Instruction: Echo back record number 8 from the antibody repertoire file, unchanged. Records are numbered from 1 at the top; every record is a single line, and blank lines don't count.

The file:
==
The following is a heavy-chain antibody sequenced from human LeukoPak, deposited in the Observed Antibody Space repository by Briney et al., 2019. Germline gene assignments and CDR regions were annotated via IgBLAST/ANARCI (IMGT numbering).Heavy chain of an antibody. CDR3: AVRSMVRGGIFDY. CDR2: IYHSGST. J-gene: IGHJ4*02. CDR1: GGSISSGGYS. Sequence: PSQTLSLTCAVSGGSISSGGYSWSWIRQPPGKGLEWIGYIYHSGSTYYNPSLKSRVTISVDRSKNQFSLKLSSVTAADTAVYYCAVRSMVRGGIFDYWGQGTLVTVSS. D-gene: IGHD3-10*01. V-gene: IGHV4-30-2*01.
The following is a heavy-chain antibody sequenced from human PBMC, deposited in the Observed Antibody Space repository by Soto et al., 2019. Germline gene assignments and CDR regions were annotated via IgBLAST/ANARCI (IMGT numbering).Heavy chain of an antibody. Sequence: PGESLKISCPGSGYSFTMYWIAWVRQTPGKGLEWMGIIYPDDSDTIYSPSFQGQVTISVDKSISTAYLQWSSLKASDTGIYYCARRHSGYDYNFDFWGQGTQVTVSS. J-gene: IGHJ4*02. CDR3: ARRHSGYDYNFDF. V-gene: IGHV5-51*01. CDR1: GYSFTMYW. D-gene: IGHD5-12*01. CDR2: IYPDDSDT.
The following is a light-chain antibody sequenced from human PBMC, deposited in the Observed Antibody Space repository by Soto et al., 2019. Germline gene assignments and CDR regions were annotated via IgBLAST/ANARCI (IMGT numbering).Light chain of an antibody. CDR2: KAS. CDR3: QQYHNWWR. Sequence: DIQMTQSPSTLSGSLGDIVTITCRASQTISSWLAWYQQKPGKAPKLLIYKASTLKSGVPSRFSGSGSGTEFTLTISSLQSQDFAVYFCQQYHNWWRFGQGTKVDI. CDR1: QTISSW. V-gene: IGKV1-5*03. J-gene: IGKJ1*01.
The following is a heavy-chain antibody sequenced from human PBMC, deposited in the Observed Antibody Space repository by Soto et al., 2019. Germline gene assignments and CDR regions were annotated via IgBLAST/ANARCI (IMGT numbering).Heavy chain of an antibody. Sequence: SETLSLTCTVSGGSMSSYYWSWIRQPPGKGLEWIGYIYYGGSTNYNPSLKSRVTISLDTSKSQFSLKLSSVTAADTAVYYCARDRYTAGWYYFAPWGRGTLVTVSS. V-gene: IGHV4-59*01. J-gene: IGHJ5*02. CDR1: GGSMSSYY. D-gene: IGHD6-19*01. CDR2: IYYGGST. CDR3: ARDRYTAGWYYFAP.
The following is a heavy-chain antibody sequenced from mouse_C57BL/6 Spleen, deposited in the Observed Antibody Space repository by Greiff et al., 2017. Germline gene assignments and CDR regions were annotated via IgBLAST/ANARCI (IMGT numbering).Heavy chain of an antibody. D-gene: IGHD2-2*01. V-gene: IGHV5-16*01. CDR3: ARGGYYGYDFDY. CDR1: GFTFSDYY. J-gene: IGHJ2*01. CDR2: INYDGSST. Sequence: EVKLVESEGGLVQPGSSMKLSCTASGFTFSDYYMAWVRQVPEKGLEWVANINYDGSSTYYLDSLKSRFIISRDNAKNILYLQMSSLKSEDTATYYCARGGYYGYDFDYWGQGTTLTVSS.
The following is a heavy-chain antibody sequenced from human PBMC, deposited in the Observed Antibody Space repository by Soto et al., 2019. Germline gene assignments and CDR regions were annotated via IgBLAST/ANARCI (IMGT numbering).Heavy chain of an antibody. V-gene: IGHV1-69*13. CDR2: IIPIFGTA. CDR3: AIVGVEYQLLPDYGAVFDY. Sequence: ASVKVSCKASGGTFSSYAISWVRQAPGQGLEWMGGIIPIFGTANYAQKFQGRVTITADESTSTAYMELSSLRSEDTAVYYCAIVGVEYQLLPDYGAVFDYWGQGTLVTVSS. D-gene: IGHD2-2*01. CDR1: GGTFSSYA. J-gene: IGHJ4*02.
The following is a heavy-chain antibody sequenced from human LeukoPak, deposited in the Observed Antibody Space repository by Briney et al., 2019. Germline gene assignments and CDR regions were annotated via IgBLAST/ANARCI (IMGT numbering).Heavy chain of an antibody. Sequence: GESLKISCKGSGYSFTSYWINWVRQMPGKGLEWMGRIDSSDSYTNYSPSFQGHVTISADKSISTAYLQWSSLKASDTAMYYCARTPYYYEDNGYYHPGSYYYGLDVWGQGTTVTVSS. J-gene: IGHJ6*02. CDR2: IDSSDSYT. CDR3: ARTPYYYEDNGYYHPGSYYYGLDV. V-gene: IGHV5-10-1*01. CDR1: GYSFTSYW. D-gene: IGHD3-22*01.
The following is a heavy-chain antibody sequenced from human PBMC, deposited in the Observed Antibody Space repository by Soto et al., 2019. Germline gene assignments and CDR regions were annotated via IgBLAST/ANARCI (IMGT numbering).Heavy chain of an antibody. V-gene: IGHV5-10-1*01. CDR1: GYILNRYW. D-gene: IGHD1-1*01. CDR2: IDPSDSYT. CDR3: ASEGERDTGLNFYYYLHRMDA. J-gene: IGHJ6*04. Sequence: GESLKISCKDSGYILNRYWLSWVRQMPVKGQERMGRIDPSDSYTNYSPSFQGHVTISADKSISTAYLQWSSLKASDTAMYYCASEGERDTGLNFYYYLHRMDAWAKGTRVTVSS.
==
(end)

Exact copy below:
The following is a heavy-chain antibody sequenced from human PBMC, deposited in the Observed Antibody Space repository by Soto et al., 2019. Germline gene assignments and CDR regions were annotated via IgBLAST/ANARCI (IMGT numbering).Heavy chain of an antibody. V-gene: IGHV5-10-1*01. CDR1: GYILNRYW. D-gene: IGHD1-1*01. CDR2: IDPSDSYT. CDR3: ASEGERDTGLNFYYYLHRMDA. J-gene: IGHJ6*04. Sequence: GESLKISCKDSGYILNRYWLSWVRQMPVKGQERMGRIDPSDSYTNYSPSFQGHVTISADKSISTAYLQWSSLKASDTAMYYCASEGERDTGLNFYYYLHRMDAWAKGTRVTVSS.